Preventing Dog Bites - What to Tell the Kids
Children under the age of 6 are the highest number of dog bite victims reported in the United States. Many of these bites can be avoided if children and parents are taught how to approach and behave themselves around dogs. Here are a few facts about dog bites that may surprise you:
The majority of dog bites are from your own dog or a friend or neighbors dog.
Most dog bites happen around the dog's food, toys, or bed when the dog is not looking at, barking or moving around these items. In other words the dog is eating or playing and the human reaches in and touches or takes the item away.
Many bites happen when the dog is sleeping and a person pets or hugs the sleeping dog startling it awake.
Reaching to a dog that is hiding, crouched or cowering avoiding being grabbed by the collar or body.
Almost all dog bites to children happen where there is not an adult in the room or area with the child.
Stray dogs do cause injury but at a far less rate (less than 25% of all bites) than known dogs.
Dogs on leash or behind a fence account for the lowest amount of bites - 5% or less.
So, what does all this mean? It means we humans do not understand when the dog is telling us that they are stressed, threatened, or unsure of what to do. When we do not listen to the warning of cowering, growling, snarling, snapping the dog is left to use the highest form of aggressing - a bite to make us understand STAY AWAY!!!!! We think it came out of the blue but there was warning. We just did not understand it. And we think what we were doing was not a problem but the dog does. What matters is what the dog understands. If the dog feels it is a threat or is stressed the dog is going to act aggressively.
What we miss is that there may be other factors going on at that moment making the situation difficult for the dog - is there a lot of noise, people, other dogs, is this dog in pain from arthritis, sick, or did you just harshly scold the dog and now you want to give a big hug? All of that makes a dog scared and scared dogs need to have some time to evaluate if things are good or bad. If they don't get that time, they will use their tools - growling, snarling, or snapping to say STOP.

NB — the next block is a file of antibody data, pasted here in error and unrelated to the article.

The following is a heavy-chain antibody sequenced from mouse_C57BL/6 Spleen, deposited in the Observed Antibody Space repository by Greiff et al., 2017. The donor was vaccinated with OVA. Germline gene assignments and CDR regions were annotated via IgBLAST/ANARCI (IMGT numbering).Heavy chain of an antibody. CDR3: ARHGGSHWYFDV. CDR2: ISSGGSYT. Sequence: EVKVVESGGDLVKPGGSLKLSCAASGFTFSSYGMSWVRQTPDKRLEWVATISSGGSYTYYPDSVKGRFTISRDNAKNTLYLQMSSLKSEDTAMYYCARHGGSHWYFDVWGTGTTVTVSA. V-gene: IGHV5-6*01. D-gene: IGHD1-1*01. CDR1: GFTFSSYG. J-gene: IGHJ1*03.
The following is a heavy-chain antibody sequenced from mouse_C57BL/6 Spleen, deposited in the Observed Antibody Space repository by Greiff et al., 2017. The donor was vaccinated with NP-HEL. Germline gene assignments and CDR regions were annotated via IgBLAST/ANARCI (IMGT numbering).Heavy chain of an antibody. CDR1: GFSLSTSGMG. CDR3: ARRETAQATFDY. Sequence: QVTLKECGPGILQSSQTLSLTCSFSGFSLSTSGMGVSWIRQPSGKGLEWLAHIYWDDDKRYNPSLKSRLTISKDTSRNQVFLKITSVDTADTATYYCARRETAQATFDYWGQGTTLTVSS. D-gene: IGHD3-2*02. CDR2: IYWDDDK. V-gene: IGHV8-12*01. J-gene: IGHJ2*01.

Recognizing signs of fear before the dog starts to aggress is important to prevent bites. When you see a dog's tail go down, cower, ears back, start barking in a bossy tone, or growl stop whatever you are doing. Take note what is going on. Are you reaching for the dog, are you pulling on a collar, are you staring at your dog? I cannot cover all the solutions but the best thing is to first avoid these triggers or circumstances. If you have to get your dog to move, teach the dog come. If you are having a bunch of people over, put the dog in another area. Use a drag line on the collar to move your dog safely.
Now, about those stray dogs. At a recent school presentation about 90% of the kids had seen dogs roaming off leash and all of those kids were scared of those dogs. Even when it was a dog they knew the kids were leery as they should be. A dog acts very differently off leash than on. So, if you just let your dog out the door please stop. It is very frightening to the children as well as other walkers and people in your area.
What to do when you see a dog off leash? Be a tree - stop - stand straight with your arms at your sides and look down at your feet (your roots). Wait until the dog is at least 40 feet away before you move. Then call the police or animal control and report the loose dog. We have leash laws that protect our pets from getting hit by a car and protect us from being chased or lunged at by a dog.
- written by Dr. Sally J. Foote